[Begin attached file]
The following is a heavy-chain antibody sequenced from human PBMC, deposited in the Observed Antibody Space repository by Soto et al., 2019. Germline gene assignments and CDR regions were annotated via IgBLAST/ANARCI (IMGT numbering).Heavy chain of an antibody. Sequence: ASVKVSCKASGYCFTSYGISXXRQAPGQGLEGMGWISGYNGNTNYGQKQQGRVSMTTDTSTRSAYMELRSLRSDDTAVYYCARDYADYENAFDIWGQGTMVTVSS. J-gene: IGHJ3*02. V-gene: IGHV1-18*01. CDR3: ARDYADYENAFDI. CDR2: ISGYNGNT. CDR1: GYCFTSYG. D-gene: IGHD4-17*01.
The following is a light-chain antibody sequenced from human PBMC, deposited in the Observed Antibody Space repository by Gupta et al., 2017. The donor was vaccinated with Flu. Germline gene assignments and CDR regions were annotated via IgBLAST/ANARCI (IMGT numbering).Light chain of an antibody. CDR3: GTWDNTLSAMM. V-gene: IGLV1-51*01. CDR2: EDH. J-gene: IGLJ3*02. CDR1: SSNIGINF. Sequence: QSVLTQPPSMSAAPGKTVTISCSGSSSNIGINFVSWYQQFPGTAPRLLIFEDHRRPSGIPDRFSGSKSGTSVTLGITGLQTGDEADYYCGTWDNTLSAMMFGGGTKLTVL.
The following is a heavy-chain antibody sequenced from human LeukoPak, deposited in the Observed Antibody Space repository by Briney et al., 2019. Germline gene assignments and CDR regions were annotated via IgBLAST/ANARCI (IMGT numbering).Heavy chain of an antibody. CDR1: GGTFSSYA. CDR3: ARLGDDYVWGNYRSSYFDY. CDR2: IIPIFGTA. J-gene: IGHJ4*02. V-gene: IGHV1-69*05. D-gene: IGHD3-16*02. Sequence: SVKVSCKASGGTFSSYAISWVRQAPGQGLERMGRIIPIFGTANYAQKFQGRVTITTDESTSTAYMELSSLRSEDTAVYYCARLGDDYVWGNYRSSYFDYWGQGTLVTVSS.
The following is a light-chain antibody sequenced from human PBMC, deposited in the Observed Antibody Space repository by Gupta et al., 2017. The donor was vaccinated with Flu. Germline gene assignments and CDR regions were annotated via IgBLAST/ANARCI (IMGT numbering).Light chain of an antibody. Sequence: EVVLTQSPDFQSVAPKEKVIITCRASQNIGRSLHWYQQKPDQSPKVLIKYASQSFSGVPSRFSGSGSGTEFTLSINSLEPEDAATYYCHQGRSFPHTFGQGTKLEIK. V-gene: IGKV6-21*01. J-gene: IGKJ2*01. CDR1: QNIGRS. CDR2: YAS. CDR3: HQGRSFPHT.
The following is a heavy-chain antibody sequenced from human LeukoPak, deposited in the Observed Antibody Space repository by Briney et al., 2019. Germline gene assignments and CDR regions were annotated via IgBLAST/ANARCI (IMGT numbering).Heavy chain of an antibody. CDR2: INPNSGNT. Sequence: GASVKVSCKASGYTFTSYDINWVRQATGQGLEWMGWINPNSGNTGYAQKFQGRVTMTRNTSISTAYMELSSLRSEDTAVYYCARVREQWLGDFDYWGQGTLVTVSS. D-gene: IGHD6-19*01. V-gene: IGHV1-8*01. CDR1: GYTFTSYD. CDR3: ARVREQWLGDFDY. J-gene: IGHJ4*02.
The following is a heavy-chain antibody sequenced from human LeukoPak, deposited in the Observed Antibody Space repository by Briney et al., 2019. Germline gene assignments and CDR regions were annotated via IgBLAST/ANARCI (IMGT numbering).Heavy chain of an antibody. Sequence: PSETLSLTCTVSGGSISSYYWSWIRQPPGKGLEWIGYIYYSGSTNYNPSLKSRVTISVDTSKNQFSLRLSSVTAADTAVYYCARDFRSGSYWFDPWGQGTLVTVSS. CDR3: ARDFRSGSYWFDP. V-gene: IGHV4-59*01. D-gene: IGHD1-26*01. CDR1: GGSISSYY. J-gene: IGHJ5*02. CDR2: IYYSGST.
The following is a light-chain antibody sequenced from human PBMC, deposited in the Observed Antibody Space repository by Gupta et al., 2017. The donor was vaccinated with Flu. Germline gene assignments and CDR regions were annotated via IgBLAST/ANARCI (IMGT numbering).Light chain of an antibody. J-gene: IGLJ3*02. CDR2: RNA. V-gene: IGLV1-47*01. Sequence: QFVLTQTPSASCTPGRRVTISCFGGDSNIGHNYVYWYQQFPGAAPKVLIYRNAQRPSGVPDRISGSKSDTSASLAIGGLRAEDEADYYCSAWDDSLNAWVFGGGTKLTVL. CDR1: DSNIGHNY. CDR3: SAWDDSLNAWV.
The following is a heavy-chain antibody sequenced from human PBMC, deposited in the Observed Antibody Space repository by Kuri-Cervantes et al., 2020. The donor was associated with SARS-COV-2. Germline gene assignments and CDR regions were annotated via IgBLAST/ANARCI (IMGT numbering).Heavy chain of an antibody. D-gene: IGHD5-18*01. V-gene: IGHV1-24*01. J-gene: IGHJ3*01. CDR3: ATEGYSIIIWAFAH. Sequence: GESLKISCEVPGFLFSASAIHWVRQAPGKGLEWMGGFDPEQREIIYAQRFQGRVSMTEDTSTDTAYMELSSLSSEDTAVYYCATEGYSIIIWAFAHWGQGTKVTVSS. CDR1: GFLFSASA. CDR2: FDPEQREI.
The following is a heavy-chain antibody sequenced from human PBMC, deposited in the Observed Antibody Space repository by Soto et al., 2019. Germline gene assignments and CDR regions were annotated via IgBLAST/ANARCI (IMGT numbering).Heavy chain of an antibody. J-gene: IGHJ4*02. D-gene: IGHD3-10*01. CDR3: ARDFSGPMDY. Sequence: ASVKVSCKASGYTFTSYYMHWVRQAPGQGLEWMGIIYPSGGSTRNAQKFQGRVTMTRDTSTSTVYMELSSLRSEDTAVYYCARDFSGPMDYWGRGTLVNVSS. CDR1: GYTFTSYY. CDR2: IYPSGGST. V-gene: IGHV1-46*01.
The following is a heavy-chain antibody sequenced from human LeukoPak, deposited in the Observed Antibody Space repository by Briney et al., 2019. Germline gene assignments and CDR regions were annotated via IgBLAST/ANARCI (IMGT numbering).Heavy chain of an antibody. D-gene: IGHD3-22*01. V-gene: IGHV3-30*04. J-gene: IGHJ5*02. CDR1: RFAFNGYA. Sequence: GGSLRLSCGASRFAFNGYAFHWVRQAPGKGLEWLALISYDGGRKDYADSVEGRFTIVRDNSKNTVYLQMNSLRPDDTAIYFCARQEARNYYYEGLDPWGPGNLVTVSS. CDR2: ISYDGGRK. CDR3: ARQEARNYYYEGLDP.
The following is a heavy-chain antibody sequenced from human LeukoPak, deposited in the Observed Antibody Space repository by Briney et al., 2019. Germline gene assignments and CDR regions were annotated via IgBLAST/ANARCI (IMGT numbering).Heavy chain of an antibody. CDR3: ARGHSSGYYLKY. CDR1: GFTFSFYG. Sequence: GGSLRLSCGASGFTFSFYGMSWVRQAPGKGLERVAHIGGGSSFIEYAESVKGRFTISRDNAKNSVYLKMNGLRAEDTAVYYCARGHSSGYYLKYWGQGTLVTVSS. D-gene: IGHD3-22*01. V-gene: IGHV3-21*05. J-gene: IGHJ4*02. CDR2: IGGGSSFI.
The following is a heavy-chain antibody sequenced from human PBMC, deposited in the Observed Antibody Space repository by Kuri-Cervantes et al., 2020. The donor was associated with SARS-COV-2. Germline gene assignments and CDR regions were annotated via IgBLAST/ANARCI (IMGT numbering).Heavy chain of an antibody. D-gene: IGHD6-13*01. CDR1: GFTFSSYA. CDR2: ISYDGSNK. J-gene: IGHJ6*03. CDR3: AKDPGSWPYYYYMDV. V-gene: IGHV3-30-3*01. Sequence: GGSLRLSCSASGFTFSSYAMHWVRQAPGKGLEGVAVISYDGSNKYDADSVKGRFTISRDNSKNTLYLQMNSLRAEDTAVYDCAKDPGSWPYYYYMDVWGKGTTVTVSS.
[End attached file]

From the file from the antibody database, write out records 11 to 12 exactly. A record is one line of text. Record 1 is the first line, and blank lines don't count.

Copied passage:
The following is a heavy-chain antibody sequenced from human LeukoPak, deposited in the Observed Antibody Space repository by Briney et al., 2019. Germline gene assignments and CDR regions were annotated via IgBLAST/ANARCI (IMGT numbering).Heavy chain of an antibody. CDR3: ARGHSSGYYLKY. CDR1: GFTFSFYG. Sequence: GGSLRLSCGASGFTFSFYGMSWVRQAPGKGLERVAHIGGGSSFIEYAESVKGRFTISRDNAKNSVYLKMNGLRAEDTAVYYCARGHSSGYYLKYWGQGTLVTVSS. D-gene: IGHD3-22*01. V-gene: IGHV3-21*05. J-gene: IGHJ4*02. CDR2: IGGGSSFI.
The following is a heavy-chain antibody sequenced from human PBMC, deposited in the Observed Antibody Space repository by Kuri-Cervantes et al., 2020. The donor was associated with SARS-COV-2. Germline gene assignments and CDR regions were annotated via IgBLAST/ANARCI (IMGT numbering).Heavy chain of an antibody. D-gene: IGHD6-13*01. CDR1: GFTFSSYA. CDR2: ISYDGSNK. J-gene: IGHJ6*03. CDR3: AKDPGSWPYYYYMDV. V-gene: IGHV3-30-3*01. Sequence: GGSLRLSCSASGFTFSSYAMHWVRQAPGKGLEGVAVISYDGSNKYDADSVKGRFTISRDNSKNTLYLQMNSLRAEDTAVYDCAKDPGSWPYYYYMDVWGKGTTVTVSS.